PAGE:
Respect your elders. Many of us have been given that advice by our parents, grandparents, teachers and mentors for as long as we can remember. So why don't our public policies better address the needs of our country's seniors and their families, and why do some lawmakers seem poised to dismantle the policies that older Americans rely on?
Moments ago, the state Senate in Connecticut passed the state’s paid sick days bill, putting an exciting conclusion to debate in the chamber. Connecticut is now poised to become the first state in the nation to establish a paid sick days standard.
Philadelphia’s workers are hoping the city will soon take a critical step toward changing the way workplaces honor families.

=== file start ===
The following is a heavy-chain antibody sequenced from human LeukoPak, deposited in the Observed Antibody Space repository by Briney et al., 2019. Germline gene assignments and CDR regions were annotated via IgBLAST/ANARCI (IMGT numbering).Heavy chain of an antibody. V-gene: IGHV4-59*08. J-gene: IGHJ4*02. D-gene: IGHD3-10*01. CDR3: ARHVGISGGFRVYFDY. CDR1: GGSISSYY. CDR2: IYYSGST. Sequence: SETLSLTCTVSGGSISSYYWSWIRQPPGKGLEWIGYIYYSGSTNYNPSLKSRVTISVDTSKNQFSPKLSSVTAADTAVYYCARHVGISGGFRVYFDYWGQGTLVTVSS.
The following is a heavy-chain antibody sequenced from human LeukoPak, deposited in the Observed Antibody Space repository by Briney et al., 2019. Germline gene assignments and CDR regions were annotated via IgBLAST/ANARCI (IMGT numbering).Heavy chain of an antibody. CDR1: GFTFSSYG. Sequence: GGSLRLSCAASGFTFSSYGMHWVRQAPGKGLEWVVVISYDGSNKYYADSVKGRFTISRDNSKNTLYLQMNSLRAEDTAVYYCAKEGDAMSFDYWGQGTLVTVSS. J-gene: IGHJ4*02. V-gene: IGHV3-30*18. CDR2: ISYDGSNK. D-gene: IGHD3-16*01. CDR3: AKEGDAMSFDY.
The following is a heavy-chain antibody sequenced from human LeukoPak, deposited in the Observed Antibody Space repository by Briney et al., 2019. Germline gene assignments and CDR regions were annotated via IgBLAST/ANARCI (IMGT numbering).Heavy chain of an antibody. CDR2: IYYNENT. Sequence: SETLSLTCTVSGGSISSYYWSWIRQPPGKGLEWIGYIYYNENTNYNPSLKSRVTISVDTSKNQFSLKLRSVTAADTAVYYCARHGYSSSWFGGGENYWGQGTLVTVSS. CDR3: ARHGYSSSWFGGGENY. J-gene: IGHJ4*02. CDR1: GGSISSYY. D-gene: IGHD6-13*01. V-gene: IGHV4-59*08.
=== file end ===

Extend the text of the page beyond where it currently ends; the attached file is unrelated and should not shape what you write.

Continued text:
Around the country, paid sick days campaigns are making real progress.
Earlier this week, I was privileged to be a part of Volunteers of America's third annual discussion on aging issues. I was on a panel with Arianna Huffington, Huffington Post co-founder and editor-in-chief; Mike King, National President and CEO of Volunteers of America, Inc.; and Lorraine Cortés-Vázquez, AARP Executive Vice President of Multicultural Markets and Engagement. Our topic: How our nation's public policies affect older Americans, especially women.